saprophyte

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saprophyte

 [sap´ro-fīt]
any organism, such as a bacterium or protozoon, living upon dead or decaying organic matter. For fungi, the preferred term is saprobe. adj., adj saprophyt´ic.

sap·ro·phyte

(sap'rō-fīt),
An organism that grows on dead organic matter, plant or animal. See: saprobe.
Synonym(s): necroparasite
[sapro- + G. phyton, plant]

saprophyte

/sap·ro·phyte/ (sap´ro-fīt) any organism living upon dead or decaying organic matter. For fungi, the preferred term is saprobe. saprophyt´ic

saprophyte

(săp′rə-fīt′)
n.
An organism, especially a fungus or bacterium, that derives its nourishment from dead or decaying organic matter. Also called saprobe.

sap′ro·phyt′ic (-fĭt′ĭk) adj.
sap′ro·phyt′i·cal·ly adv.

saprophyte

[sap′rəfīt]
Etymology: Gk, sapros, rotten, phyton, plant
an organism that lives on dead organic matter. saprophytic, adj.

sap·robe

(sap'rōb)
An organism that lives on dead organic material. usage note This term is preferable to saprophyte, because bacteria and fungi are no longer regarded as plants.
[sapro- + G. bios, life]

saprophyte

An organism that lives on and derives its nourishment from dead or decaying organic matter.

saprophyte

or

saprotroph

any plant or microorganism that obtains its nutrition from dead or decaying organic materials in the form of organic substances in solution. Such organisms are of great importance in breaking down dead organic material. see NITROGEN CYCLE.

sap·robe

(sap'rōb)
An organism that lives on dead organic material. usage note This term is preferable to saprophyte, because bacteria and fungi are no longer regarded as plants.
[sapro- + G. bios, life]

saprophyte,

n an organism that lives on dead organic matter.

saprophyte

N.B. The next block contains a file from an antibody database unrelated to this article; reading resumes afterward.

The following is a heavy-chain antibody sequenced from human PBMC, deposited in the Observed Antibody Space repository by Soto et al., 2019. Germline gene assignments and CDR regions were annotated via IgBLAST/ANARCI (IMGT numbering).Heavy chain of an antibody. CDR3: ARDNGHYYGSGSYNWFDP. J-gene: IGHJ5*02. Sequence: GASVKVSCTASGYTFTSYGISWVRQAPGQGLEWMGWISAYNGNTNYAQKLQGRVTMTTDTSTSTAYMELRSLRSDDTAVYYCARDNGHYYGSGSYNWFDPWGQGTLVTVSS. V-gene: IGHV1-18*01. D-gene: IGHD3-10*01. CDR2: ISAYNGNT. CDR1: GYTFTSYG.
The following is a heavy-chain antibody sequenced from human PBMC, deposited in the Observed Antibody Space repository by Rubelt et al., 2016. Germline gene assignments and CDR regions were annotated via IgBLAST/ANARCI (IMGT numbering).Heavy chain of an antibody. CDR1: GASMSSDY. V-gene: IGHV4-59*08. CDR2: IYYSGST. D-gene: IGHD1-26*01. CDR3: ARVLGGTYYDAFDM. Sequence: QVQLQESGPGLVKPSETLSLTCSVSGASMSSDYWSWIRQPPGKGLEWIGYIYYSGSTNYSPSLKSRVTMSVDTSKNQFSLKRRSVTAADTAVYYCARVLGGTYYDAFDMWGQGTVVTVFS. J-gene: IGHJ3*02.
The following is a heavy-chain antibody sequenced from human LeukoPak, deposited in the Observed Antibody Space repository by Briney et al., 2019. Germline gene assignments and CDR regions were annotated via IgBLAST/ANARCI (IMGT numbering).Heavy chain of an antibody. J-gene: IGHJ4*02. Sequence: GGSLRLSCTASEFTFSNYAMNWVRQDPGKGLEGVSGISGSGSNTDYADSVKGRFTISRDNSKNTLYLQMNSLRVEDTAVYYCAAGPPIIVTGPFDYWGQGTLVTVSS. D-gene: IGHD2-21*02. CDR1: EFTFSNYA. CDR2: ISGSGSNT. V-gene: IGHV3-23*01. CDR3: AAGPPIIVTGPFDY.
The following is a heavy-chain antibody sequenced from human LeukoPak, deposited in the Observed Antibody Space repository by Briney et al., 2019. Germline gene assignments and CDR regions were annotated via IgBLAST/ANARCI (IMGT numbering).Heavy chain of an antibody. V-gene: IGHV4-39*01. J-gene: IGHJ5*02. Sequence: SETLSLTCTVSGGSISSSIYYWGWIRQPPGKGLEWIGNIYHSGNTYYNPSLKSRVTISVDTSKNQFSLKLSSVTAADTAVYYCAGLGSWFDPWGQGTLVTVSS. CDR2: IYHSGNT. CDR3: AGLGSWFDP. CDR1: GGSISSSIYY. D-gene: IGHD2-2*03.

any organism, such as a bacterium, capable of living in inanimate media.
References in periodicals archive ?
S epidermidis is almost universally regarded as a saprophyte and a probable contaminant of middle ear cultures.
However, in this study, none of these species was isolated from living standing jack pine trees, which indicates that none of these fungi are saprophytes associated with healthy living trees.
The identified fungi are common (Tables 2 and 3), known saprophytes or plant pathogens.
More than 150 species have been described to date, but most are believed to be harmless saprophytes (1).
They are saprophytes commonly found in soil, decomposed vegetation, and in the healthy human respiratory and digestive tracts, and their distribution is worldwide.
P boydii and its asexual form, Scedosporium apiospermum are ubiquitous saprophytes in polluted streams and decaying vegetation.
Both M avium and M intracellulare are environmental saprophytes that survive well in soil, water, and food; the organisms are carried by animals as well.
The microbial activity and abundance is affected by (1) reducing the amount and diversity of litter input; (2) decreasing population size, species composition, and diversity of saprophytes and detritivores; and (3) reducing the time interval between litter inputs, and changing the site of decomposition from the soil surface to within the soil.
But dogwood struggles to grow here, chiefly due to its susceptibility to more than 50 kinds of fungi, be they saprophytes of leaf, stem or root.